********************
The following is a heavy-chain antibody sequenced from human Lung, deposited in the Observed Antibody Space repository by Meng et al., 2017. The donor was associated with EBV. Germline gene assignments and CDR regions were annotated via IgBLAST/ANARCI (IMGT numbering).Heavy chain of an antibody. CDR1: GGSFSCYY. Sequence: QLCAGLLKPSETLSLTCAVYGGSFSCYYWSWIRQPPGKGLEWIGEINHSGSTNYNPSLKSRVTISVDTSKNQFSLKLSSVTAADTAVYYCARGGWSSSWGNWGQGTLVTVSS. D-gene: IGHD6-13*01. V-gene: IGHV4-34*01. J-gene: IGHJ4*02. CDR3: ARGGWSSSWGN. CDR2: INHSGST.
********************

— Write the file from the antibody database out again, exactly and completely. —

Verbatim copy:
The following is a heavy-chain antibody sequenced from human Lung, deposited in the Observed Antibody Space repository by Meng et al., 2017. The donor was associated with EBV. Germline gene assignments and CDR regions were annotated via IgBLAST/ANARCI (IMGT numbering).Heavy chain of an antibody. CDR1: GGSFSCYY. Sequence: QLCAGLLKPSETLSLTCAVYGGSFSCYYWSWIRQPPGKGLEWIGEINHSGSTNYNPSLKSRVTISVDTSKNQFSLKLSSVTAADTAVYYCARGGWSSSWGNWGQGTLVTVSS. D-gene: IGHD6-13*01. V-gene: IGHV4-34*01. J-gene: IGHJ4*02. CDR3: ARGGWSSSWGN. CDR2: INHSGST.